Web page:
PORTO ALEGRE, Brazil – More than 1,000 demonstrators attacked a Carrefour Brasil supermarket in the southern Brazilian city of Porto Alegre on Friday after security guards beat to death a Black man at the store.
The killing, which has sparked protests across Brazil, occurred late on Thursday when a store employee called security after the man threatened to attack her, cable news channel GloboNews said, citing the Rio Grande do Sul state military police.
Amateur footage of the fatal beating and tributes to the Black victim were published on social media. He was identified in local media by his father as 40-year-old Joao Alberto Silveira Freitas.
News website G1 later reported that an initial analysis by the state forensics institute indicated the cause of death could be asphyxiation.
In a statement on Friday, the local unit of France’s Carrefour SA said it deeply regretted what it called a brutal death and said it immediately took steps to ensure those responsible were legally punished.
It said it would terminate the contract with the security firm, fire the employee in charge of the store at the time of the incident, and close the store as a mark of respect.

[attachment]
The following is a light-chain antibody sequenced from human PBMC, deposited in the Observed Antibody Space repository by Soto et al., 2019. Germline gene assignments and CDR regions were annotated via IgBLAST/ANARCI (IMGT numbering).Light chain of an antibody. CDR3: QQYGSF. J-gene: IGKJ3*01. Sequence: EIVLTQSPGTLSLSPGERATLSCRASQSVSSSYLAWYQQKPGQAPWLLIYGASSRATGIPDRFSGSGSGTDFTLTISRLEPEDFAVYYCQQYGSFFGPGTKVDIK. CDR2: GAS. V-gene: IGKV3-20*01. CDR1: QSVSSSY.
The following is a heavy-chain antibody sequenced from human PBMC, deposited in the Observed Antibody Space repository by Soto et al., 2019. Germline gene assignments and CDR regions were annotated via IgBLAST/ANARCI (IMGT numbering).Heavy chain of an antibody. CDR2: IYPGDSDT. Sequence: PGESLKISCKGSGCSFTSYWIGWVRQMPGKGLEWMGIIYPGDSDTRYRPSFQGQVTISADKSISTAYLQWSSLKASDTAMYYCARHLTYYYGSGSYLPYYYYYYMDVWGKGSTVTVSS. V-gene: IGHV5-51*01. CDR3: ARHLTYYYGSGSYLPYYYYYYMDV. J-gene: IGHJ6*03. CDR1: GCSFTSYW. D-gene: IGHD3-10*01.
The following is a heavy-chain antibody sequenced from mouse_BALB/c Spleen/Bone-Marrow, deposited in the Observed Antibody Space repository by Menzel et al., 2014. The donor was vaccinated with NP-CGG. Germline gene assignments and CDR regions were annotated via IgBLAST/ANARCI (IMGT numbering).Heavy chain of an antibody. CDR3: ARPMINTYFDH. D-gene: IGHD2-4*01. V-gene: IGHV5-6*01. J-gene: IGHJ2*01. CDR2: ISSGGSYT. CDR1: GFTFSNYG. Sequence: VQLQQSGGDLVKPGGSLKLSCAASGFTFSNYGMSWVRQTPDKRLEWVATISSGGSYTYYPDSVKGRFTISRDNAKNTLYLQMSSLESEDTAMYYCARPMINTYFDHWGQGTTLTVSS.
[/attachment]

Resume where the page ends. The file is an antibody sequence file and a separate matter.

In Porto Alegre, protesters on Friday afternoon handed out stickers depicting the Carrefour logo stained with blood and called for a boycott of the chain. They held up a banner in Portuguese reading “Black Lives Matter” and signs calling for justice for Beto, a nickname for the victim.
The protest turned violent on Friday evening as the demonstrators smashed windows and delivery vehicles in the supermarket’s parking area. A Reuters witness saw police firing teargas at the protesters.
In Sao Paulo, dozens of protesters smashed the front windows of a Carrefour store with rocks, pulled off the front doors and stormed the building, spilling products into the aisles before dispersing. In Rio de Janeiro, roughly 200 shouting protesters gathered outside of another Carrefour store location.
Nov. 20 is honored in many parts of Brazil as Black Awareness Day. Brazilians like to think of their country as a harmonious “racial democracy” and far-right President Jair Bolsonaro denies the presence of racism. But the influence of slavery, abolished in 1899, is still evident.
Black Brazilians are almost three times as likely to be victims of homicide, according to 2019 government data.
“The culture of hate and racism needs to be combated at its source and the full weight of the law should be used to punish those that promote hate and racism,” Rodrigo Maia, the speaker of Brazil’s lower house of Congress, wrote in a tweet.
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